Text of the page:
Bad Planning? Almost 40,000 Retrospective Planning Applications Made In Last Three Years
· Forty retrospective UK planning applications made on average every day
· One in eight (12 per cent) retrospective planning applications are refused
· A single floor extension is the most commonly reported retrospective planning application recorded since the start of 2017 (2,218 applications)
· Scotland has the greatest number of retrospective planning applications
New research1 from Churchill Home Insurance reveals approximately 39,200 retrospective planning applications have been filed for developments either started or completed in the last three years. If a homeowner makes a change to their property that requires planning permission and they have not had approval, a local authority can request they submit a retrospective planning application.
With the costs of moving home so high, it is no surprise that home extensions are the most popular reasons for seeking retrospective planning permission. In the last three years, from the councils that responded, the most commonly reported reasons for applying for retrospective planning permission were single-floor extensions (2,218 applications), double-floor extensions (459) loft conversions (424), garage conversions (309) and open-plan spaces (106).
Relying on getting planning permission retrospectively is a risky business, as one in eight are rejected by UK local authorities. The most common reasons for authorities rejecting applications include the development being out of character (28 per cent), loss of privacy (10 per cent), highway safety (seven per cent), overdevelopment (five per cent) and impact on nature (three per cent).
Pritpal Powar, Head of Churchill home insurance, said: “Homeowners are increasingly choosing to expand their current homes to accommodate growing family sizes, rather than move to a new house. However, before beginning any development, we encourage people to check whether they need planning permission and if they do, to wait until this has been granted before starting work. It is also important for householders to advise their insurance provider on any works they are planning, to ensure they have the correct cover in place for their property.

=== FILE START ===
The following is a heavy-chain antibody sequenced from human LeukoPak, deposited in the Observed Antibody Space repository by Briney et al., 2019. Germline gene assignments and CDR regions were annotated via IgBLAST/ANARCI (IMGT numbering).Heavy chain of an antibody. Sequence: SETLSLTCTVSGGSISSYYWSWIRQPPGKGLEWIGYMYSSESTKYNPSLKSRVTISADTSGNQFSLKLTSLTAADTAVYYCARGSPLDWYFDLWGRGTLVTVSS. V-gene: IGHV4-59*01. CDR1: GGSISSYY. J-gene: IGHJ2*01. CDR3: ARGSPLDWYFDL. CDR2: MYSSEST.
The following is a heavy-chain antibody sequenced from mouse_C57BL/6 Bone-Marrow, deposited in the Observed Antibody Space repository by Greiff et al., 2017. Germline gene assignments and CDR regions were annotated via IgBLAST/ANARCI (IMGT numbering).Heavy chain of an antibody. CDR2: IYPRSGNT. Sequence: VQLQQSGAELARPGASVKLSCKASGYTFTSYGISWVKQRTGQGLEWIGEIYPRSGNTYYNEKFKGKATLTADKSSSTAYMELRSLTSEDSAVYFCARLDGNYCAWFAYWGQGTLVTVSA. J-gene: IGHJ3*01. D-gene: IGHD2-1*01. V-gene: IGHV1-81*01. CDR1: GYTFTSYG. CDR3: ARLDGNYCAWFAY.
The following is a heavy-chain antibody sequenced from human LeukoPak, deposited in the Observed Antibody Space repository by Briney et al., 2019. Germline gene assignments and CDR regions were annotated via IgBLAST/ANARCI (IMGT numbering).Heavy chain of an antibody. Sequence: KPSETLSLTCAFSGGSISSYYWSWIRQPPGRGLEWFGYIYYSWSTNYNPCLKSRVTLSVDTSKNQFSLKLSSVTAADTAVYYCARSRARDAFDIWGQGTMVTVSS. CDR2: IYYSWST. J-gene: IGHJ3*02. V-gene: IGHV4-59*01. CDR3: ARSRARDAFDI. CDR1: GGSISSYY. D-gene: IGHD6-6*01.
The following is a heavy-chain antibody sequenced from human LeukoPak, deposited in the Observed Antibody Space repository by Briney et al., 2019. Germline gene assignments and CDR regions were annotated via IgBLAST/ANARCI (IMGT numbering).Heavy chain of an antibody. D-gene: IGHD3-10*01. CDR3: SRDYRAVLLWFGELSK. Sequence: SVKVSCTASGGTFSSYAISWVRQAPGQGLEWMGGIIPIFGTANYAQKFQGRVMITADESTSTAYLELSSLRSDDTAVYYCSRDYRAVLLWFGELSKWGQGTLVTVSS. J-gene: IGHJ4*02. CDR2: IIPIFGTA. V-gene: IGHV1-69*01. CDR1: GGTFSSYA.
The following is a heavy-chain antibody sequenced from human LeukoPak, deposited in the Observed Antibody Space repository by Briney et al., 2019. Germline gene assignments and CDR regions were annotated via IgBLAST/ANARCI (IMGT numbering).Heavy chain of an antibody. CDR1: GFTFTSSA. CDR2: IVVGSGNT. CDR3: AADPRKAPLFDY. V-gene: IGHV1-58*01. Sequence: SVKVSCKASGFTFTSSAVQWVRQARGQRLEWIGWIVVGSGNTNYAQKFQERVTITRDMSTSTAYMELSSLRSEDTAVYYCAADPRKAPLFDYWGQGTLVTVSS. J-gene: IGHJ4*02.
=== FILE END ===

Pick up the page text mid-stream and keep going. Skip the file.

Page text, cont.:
“Whilst any major household development is likely to come with a certain amount of upheaval, we hope that by taking these steps homeowners should ensure that they aren’t subjected to any unnecessary stress during the process.”
On a regional level, Scotland had the highest number of retrospective planning applications, accounting for 20 per cent (7,949) of all applications over the last three years. This was followed by London (5,612) and the South East (5,372), both receiving 14 per cent of the UK’s retrospective planning applications.
Wales had the highest refusal rate, with more than a quarter (28 per cent) of retrospective planning applications refused. Around a fifth of applications were denied in both London (21 per cent) and Scotland (18 per cent). When looking at a local council level, the New Forest in Hampshire had the highest rate of refusals of anywhere in the UK, rejecting the overwhelming majority (92 per cent) of retrospective planning applications.
Table one: Total number of retrospective planning applications and rejections between 2017 and 2019
|Region||Number of applications||Number of rejections||Rejection rate|
|East of England||3,944||459||12%|
|Yorkshire and Humber||2,569||244||9%|
Source: Churchill Home Insurance 2019
For more information on Churchill Home Insurance please visit: https://www.churchill.com/home-insurance
Notes to Editor
1 FOI request issued to all UK councils on 22 August 2019, of which 50% replied to the request with usable data. Extrapolated figures calculated based on the populations of participating councils as a proportion of the overall regional population to work out the estimated total number of applications and rejections on a regional level.
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